Cardinal Appeals for Respect for Life in Colombia
When Opening Episcopate's Plenary Assembly
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BOGOTA, Colombia, FEB. 4, 2005 (Zenit.org).- The president of the Colombian bishops' conference has condemned the attacks on life in the country, and appealed to the authorities to promote respect for it.
Cardinal Pedro Rubiano Sáez, at the opening of the episcopate's plenary assembly, said that is "worrying to observe how the value, meaning and respect for life are being lost," not only among those who offend in this respect "but among those who, given their responsibility in society, are called to watch over order and well-being."
The assembly, which ends Friday, has gathered bishops from 75 ecclesiastical jurisdictions to reflect ways to evangelize the country.
Cardinal Rubiano, primate of Colombia and archbishop of Bogota, lamented that, "while deficiencies in the field of health are grave and notorious, with hospitals being closed and a high percentage of Colombians with no access to social security, progress is being made in genetic manipulation."
But "life is a gift of God" and "no one can arrogate to himself a right over human life," warned the cardinal.
"The Church encourages and promotes scientific research for the benefit of humanity, in the fields of medicine and biology, but in a context of respect for the dignity of the human being … from the very moment of conception," he said.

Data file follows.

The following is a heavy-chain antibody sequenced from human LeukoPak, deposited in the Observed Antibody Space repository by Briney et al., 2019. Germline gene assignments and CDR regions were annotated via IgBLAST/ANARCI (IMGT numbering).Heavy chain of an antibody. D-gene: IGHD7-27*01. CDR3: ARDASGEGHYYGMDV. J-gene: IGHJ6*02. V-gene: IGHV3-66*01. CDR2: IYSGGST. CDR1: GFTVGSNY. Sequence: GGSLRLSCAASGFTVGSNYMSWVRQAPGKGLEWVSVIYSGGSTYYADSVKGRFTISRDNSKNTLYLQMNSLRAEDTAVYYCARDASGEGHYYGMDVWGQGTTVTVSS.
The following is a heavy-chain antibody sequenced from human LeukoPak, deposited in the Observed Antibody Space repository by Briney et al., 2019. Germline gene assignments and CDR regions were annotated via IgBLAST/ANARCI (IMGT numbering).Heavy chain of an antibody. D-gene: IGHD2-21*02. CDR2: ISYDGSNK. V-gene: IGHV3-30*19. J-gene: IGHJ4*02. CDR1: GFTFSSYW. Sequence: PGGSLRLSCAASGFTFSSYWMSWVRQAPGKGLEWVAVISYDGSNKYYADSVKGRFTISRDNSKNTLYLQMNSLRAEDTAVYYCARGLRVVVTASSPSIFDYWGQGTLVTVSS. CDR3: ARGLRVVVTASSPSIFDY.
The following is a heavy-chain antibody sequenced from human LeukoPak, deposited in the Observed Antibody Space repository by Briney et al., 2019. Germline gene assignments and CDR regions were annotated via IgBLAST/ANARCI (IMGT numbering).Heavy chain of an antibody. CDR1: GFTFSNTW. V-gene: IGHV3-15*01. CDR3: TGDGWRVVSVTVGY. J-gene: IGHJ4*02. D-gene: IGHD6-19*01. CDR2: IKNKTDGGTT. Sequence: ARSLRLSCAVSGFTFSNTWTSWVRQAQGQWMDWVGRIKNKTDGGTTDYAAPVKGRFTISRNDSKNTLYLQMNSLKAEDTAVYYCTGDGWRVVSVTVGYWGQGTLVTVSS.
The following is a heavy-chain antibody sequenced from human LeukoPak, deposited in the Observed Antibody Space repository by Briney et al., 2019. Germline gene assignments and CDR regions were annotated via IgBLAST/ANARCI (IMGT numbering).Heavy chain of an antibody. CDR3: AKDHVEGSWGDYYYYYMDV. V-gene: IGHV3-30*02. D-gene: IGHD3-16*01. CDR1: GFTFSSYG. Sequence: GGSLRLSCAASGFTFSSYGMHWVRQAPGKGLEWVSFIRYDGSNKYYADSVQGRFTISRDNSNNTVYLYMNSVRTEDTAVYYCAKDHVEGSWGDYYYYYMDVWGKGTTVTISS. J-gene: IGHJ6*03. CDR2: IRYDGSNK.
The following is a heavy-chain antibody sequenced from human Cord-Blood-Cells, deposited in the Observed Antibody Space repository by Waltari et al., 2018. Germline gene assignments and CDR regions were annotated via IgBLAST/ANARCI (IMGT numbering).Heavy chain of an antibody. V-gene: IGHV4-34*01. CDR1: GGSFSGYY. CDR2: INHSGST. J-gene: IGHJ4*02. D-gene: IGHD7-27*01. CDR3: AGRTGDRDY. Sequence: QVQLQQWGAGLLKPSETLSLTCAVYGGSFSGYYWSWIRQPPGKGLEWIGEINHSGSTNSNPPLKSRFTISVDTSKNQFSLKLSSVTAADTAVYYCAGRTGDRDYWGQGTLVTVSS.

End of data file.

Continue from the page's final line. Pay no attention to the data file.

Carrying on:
For its part, "the Church will continue to do what is proper to it: to form the person so that he will behave according to his dignity," the cardinal added. "Thus, it proposes appropriate sexual education, beginning in the family, which must be complemented by the educational institutions to which the family entrusts the continuity of a healthy formation of the children."
The president of the bishops' conference appealed "to lawmakers -- representatives in the Congress of the republic of a people that in the majority is believing -- so that good sense and respect for life will prevail, when considering proposals for abortion, euthanasia, and the union of same-sex couples, equating them with the family.'
He mentioned, in addition "the gravity of the humanitarian crisis the country faces," and the existence of "social injustice, exclusion, poverty, displacement and kidnapping," and confirmed that the Church will continue to collaborate "in the building of a Colombia in peace, truth, justice and reconciliation."
Last October, Monsignor Héctor Fabio Henao, director of Caritas-Colombia and of the country's social-pastoral care program told ZENIT that in the 40 years of conflict the country has endured "the Church has often represented the only channel of communication among the different belligerent factions."
Over the last four decades, the bloody conflict has left 3 million displaced and, just in the last decade, 35,000 civilians dead.